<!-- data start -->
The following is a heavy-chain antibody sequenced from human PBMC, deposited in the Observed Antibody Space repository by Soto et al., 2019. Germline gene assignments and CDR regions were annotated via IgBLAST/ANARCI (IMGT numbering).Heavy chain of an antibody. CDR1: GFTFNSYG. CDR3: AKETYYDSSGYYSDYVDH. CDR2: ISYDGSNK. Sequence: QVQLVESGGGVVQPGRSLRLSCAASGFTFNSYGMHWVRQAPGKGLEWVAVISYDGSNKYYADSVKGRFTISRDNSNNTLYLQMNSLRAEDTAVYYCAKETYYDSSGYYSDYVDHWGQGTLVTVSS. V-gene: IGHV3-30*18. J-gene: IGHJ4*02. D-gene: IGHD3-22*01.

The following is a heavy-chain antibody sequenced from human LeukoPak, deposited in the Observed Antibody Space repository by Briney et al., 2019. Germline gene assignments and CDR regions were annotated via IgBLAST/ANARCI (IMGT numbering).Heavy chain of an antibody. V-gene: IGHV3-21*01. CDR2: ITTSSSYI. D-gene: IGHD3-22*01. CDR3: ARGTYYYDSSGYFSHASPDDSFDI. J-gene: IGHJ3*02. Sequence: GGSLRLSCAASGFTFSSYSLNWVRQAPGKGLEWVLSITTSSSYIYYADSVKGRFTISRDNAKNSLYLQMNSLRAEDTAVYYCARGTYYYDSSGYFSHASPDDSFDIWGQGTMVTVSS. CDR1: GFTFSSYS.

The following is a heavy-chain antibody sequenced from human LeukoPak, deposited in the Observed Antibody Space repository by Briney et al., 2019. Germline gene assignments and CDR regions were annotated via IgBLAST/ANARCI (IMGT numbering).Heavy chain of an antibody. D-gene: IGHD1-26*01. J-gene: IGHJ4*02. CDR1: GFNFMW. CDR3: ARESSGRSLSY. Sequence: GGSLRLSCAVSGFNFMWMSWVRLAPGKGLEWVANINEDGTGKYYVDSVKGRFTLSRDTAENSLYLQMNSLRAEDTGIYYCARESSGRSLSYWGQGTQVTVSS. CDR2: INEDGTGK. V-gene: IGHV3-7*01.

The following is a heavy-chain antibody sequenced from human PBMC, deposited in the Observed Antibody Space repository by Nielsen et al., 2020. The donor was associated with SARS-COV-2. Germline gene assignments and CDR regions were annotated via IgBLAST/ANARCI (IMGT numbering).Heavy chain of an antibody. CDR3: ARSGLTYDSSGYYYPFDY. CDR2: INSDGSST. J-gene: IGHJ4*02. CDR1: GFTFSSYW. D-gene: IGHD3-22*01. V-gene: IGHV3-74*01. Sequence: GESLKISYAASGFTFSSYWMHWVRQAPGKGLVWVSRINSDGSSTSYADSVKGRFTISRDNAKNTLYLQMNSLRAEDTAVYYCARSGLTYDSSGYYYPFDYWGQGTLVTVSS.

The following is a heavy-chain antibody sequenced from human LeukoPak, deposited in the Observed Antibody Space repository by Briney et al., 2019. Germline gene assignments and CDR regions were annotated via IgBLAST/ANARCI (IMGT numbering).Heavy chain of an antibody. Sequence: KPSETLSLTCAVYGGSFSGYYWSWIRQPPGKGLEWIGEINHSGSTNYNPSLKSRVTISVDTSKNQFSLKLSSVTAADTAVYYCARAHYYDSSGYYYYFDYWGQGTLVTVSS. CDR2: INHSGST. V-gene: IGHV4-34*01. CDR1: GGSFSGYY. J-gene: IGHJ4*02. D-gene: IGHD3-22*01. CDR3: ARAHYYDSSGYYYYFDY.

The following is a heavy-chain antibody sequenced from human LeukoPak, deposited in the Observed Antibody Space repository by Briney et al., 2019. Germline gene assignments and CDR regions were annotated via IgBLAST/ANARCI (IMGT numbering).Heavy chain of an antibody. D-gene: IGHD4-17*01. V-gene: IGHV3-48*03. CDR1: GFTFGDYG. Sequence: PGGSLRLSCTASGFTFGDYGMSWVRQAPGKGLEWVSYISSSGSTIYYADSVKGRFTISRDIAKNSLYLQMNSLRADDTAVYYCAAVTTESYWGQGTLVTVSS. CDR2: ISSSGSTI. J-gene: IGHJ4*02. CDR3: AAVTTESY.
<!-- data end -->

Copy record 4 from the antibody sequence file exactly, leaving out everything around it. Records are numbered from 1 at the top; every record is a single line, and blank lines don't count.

The following is a heavy-chain antibody sequenced from human PBMC, deposited in the Observed Antibody Space repository by Nielsen et al., 2020. The donor was associated with SARS-COV-2. Germline gene assignments and CDR regions were annotated via IgBLAST/ANARCI (IMGT numbering).Heavy chain of an antibody. CDR3: ARSGLTYDSSGYYYPFDY. CDR2: INSDGSST. J-gene: IGHJ4*02. CDR1: GFTFSSYW. D-gene: IGHD3-22*01. V-gene: IGHV3-74*01. Sequence: GESLKISYAASGFTFSSYWMHWVRQAPGKGLVWVSRINSDGSSTSYADSVKGRFTISRDNAKNTLYLQMNSLRAEDTAVYYCARSGLTYDSSGYYYPFDYWGQGTLVTVSS.